Problems with the route of administration are the next factor that causes the inappropriate use of antibiotics. Certain antibiotics are given via the oral route (colistin), this is done because there is no supply of antibiotics in parenteral form, while based on the results of colistin culture, this is the only antibiotic that is still sensitive. Intravenous antibiotics should be started within the first hour after the patient is diagnosed with sepsis, every 1 hour of delayed administration of antibiotics will reduce survival by 7.6% .
Problems in determining the dose are the next factor that causes the inaccuracy of the use of antibiotics. In general, doctors have adjusted the dosage of antibiotics according to the patient's weight and kidney function, but there was still one case of inaccurate dosage.
Table 4: Calculation of the quantity of antibiotic use using the ATC/DDD method
In certain types of antibiotics, the patient's kidney function can determine the amount of antibiotic dose given, namely adjusting the dose according to the value of the patient's creatinine clearance test results [28, 29].
Factors that affect the quality of use of antibiotics
The Chi-square test was conducted to determine whether each variable type of antibiotic, type of therapy, number of drugs used by the patient, number of antibiotics used by the patient, doctor, and length of stay partially had a relationship to the variable quality of antibiotic use. The results of the Chi-square test obtained a p-value <0.05 indicating that the type of antibiotic, type of therapy, number of drugs, number of antibiotics, and length of stay are related to the quality of antibiotic use [30,31].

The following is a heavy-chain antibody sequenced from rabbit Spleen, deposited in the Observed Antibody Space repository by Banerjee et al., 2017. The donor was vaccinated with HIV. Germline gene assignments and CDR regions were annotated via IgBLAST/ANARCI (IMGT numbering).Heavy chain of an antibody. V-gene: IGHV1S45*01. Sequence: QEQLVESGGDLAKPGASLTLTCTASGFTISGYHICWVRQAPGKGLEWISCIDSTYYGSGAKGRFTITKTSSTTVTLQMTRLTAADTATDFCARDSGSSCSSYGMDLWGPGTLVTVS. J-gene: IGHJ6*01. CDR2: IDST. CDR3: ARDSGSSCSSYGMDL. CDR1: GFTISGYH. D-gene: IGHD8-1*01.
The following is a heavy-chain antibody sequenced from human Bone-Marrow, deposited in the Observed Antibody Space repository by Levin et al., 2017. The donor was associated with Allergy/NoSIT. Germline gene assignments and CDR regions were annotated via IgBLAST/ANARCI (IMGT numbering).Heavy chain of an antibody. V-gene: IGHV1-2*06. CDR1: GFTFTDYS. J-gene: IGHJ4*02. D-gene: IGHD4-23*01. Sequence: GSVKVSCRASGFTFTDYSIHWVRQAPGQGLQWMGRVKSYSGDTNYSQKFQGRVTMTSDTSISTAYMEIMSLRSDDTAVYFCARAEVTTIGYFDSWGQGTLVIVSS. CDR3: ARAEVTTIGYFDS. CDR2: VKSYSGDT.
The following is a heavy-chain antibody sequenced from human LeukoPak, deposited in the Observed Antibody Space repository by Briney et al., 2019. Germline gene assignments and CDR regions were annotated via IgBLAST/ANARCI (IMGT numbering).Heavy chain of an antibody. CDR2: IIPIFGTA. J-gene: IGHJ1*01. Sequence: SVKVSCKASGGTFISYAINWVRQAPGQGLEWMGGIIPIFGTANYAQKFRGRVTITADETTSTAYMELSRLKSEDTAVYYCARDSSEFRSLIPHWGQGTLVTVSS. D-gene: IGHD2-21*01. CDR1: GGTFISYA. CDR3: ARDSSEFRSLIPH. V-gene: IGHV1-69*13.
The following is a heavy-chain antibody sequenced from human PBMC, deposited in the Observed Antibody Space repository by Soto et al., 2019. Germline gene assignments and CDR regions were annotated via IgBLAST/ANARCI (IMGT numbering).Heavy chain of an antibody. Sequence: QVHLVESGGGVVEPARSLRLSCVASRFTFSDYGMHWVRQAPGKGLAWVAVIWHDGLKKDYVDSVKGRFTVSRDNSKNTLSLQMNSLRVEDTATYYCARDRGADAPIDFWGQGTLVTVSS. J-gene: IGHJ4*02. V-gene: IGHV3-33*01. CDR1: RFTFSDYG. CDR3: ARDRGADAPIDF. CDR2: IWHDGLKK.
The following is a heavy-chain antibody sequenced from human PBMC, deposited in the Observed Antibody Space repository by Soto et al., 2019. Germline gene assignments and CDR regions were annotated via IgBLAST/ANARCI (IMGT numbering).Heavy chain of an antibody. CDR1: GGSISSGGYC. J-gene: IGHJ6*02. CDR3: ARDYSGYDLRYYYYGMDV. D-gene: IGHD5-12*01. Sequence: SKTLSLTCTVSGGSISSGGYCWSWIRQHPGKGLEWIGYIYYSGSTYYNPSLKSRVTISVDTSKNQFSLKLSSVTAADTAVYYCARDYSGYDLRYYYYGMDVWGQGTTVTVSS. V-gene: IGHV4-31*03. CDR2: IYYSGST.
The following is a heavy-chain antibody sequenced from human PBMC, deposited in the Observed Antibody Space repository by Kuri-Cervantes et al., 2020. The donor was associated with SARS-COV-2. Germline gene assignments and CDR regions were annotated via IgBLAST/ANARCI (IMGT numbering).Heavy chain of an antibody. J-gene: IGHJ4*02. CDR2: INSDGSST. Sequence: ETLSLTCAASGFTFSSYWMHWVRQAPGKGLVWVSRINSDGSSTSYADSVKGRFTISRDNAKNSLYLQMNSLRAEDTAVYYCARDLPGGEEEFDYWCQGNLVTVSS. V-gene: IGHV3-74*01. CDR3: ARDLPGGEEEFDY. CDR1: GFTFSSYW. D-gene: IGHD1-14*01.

Differences in the quality of use of antibiotics before and after giving recommendations
The Wilcoxon test was carried out to determine differences in the quality of antibiotic use before and after giving recommendations. The hypothesis proposed is: that there is a difference in the quality of antibiotic use before and after the recommendation. In the calculation results, the calculated z value is -4,455 while the z table value is -1,645, with α = 5% and the calculated z value > z table (-4,455 > -1,645), then H0 is rejected which means there is a difference in the quality of antibiotic use between before and after giving recommendations.
Differences in therapeutic outcomes from several groups of quality antibiotic use
The Mann-Whitney test was conducted to determine whether there is an influence between the quality of rational use of antibiotics and the quality of irrational use of antibiotics on the therapeutic outcome. The calculation results obtained p= 0.025 (p <0.05) so that it can be stated that there is a difference in the therapeutic outcome between the quality of rational use of antibiotics and irrational use of antibiotics .
Factors that influence the quality of antibiotic use in sepsis patients in the ICU at Fatmawati Hospital are the type of antibiotic, the type of antibiotic therapy [33,34], the number of antibiotics, and the duration of antibiotic use . Pharmacist recommendations can improve the quality of using antibiotics in the ICU ward of Fatmawati Hospital. There are differences in the therapeutic results between the quality of rational use of antibiotics and the quality of irrational use of antibiotics in the ICU ward of Fatmawati Hospital.
This study was supported and discussed with the teaching staff of the master of pharmacy study program at the University of Indonesia, Depok, Indonesia. We express our gratitude and appreciation to the University of Indonesia, Depok, Indonesia.
No potential conflict of interest was reported by the authors.
This research did not receive any specific grant from funding agencies in the public, commercial, or not-for-profit sectors.
All authors contributed to data analysis, drafting, and revising of the paper and agreed to be responsible for all the aspects of this work.
The limitation of the research
The limitation of this research is that the recommendations or interventions carried out were not conveyed directly by the researcher to the prescribing doctor, but rather the recommendations were conveyed first to the pharmacist in charge of the ICU who will convey them back either orally or in writing on the patient's medication record sheet.
Arief Fatkhur Rohman
HOW TO CITE THIS ARTICLE
Arief Fatkhur Rohman, Maksum Radji, Alfina Rianti, Arif Rachman*, Evaluation of the Use of Antibiotics on Therapy Results of Sepsis Patients in the Intensive Care Unit (ICU) of Fatmawati Hospital, Jakarta. J. Med. Chem. Sci., 2024, 7(1) 262-274.